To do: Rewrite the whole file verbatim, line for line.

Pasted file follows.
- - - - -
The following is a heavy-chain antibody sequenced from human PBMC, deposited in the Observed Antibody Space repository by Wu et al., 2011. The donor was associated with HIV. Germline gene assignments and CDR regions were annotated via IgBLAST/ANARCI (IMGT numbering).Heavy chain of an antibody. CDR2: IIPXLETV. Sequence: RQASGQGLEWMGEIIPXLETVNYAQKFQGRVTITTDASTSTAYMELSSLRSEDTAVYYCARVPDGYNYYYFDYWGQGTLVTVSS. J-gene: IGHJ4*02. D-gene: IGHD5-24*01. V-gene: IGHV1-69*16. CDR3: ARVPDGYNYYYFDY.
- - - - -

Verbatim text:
The following is a heavy-chain antibody sequenced from human PBMC, deposited in the Observed Antibody Space repository by Wu et al., 2011. The donor was associated with HIV. Germline gene assignments and CDR regions were annotated via IgBLAST/ANARCI (IMGT numbering).Heavy chain of an antibody. CDR2: IIPXLETV. Sequence: RQASGQGLEWMGEIIPXLETVNYAQKFQGRVTITTDASTSTAYMELSSLRSEDTAVYYCARVPDGYNYYYFDYWGQGTLVTVSS. J-gene: IGHJ4*02. D-gene: IGHD5-24*01. V-gene: IGHV1-69*16. CDR3: ARVPDGYNYYYFDY.